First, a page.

Navigating the intricate cycle of infant sleep can leave many parents feeling exhausted; add in the many outside opinions on the subject, and uncertainty piles onto the exhaustion.
However, registered nurse Carolyn Marshall decided the best way to help parents is by offering a free, evidence-based guide on navigating infant wake times.
"As someone who has dedicated their career to helping expecting and new parents feel confident and empowered to take care of their children, this was one easy way I could help a lot of people and help people who need more one-on-one help find me," Marshall explains.
As an Infant and Child Sleep Consultant with over a decade of experience in nursing and her business, The Mama Coach, Marshall says she continued to hear from clients and through her social media following that there was too much information available, making it difficult to sort through, especially for sleep-deprived parents.
Recognizing that working on sleep with babies can be stressful, the wake guide is there to help make it easier for families.
While many factors determine a child's wake window, Marshall explains that, in general, the window increases as they age. However, temperament, genetics, feeding, personality, and a child's tolerance for being under or over-tired can also influence the window.
"Another important point about wake windows is how we measure them," Marshall says, recommending parents start the wake window when they remove the child from their sleep space and not when they wake up.
Marshall says red or glazed eyes, ear pulling, yawning, difficulty staying awake without stimulation, and irritability are all signs that your baby is probably ready for sleep. These cues are infants' unique ways of signalling their need for rest and by following them, parents build a shared language with their children and show that they will respond to their needs.
"This language builds over time, and it's okay if it's not perfect initially," Marshall says. "Both the parent and the child are learning to communicate effectively."
Another reason for following cues is most babies do not take the same number of naps per day, especially at the challenging three- to five-month age, explains Marshall, and following a rigid schedule instead of sleep cues is setting parents and their children up for failure.
"Babies are not robots - sometimes, they will have sleep disturbances or challenging sleep patterns as they continue to grow and develop. This is all normal," she explains, adding that a child typically doesn’t have a predictable schedule until they’re closer to six or seven months old. Feeding volumes, extracurricular activities, appointments, regular developmental changes, and overnight challenges can all play into the length and number of naps a baby needs.
"If you are forcing your child to have a set schedule, you can inadvertently try to get them to nap or go to bed when they're not tired enough, too tired, or even hungry."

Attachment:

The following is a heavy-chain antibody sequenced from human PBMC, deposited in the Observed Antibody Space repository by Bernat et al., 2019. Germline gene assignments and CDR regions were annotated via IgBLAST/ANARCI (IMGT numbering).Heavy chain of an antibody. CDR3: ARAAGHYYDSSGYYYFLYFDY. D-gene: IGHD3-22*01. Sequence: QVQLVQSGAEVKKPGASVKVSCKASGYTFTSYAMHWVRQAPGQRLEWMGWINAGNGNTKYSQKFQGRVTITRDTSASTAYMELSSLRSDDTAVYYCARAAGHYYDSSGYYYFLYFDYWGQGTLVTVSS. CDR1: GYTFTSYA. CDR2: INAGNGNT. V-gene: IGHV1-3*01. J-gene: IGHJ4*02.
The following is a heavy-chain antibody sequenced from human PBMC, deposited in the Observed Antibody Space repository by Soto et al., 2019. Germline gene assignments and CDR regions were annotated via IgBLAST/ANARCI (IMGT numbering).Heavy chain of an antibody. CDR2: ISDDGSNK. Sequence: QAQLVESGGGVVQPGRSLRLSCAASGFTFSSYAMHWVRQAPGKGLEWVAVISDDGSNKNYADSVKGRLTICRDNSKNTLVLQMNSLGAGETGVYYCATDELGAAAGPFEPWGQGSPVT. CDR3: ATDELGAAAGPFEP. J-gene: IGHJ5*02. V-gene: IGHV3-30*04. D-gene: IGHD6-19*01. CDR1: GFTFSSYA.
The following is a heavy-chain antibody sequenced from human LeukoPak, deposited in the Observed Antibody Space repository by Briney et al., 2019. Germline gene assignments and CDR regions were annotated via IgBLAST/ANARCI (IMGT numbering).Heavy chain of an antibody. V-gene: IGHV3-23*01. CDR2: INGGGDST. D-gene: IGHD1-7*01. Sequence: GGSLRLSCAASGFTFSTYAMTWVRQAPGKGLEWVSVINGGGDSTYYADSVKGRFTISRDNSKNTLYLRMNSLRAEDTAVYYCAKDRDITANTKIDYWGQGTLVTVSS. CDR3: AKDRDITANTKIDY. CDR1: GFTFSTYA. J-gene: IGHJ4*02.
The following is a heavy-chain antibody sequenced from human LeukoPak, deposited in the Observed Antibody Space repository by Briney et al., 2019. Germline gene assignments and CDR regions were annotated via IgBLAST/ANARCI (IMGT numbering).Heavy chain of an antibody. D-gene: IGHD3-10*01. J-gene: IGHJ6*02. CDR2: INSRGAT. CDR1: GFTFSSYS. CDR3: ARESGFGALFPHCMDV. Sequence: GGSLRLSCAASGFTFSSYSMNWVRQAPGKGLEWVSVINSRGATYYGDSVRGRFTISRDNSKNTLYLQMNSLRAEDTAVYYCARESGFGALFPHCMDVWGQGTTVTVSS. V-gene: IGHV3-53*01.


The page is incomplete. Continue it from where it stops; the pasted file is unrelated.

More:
Marshall says it's normal for infants less than 12 months old to not sleep throughout the night, especially with breastfed babies as they often feed during the night to have the energy to thrive. and maintain mom's milk supply.
Formula-fed babies can also wake throughout the night for a feed. However, for parents struggling with their child getting enough sleep despite following their cues, Marshall recommends ensuring feeding is active and effective, meaning they're actively drinking out of the breast or bottle.
Marshall explains feeding and sleep are intricately linked, especially under 12 months old, and following a perfect wake window schedule won't fix sleep problems if your baby is struggling with feeding.
"If the child is using the bottle or breast for comfort and drinking very little or having shallow or slow sucks, they're usually feeding for comfort," she says. Although there is nothing wrong with this, if sleep is challenging despite working on wake windows and optimizing a baby's sleep environment, she recommends stopping the feeding when the baby shows signs that they're finished and have begun comfort-sucking.
This may be the missing piece of the puzzle for some children and is often a high judgement zone for many parents, can be complex, and is something Marshall works extensively on with parents when she works one-on-one to ensure she meets a family's goals and wishes.
"Another reason I made this guide is to help parents through their journey because sometimes, one stage of infancy is going well - and then all of a sudden, you're in uncharted territory, and you're not sure how to proceed."
The guide has approximate sleep schedules and wake windows for babies 3-12 months old.
"I hope to help parents at any stage of infancy, and this guide helps through the whole first year," she says. Marshall's new free wake guide can be accessed here and will be sent via email in PDF format.
Marshall also offers private sessions for clients who need more sleep help and provides comprehensive nursing-based assessments, personalized care plans, and, if wanted, weekly support.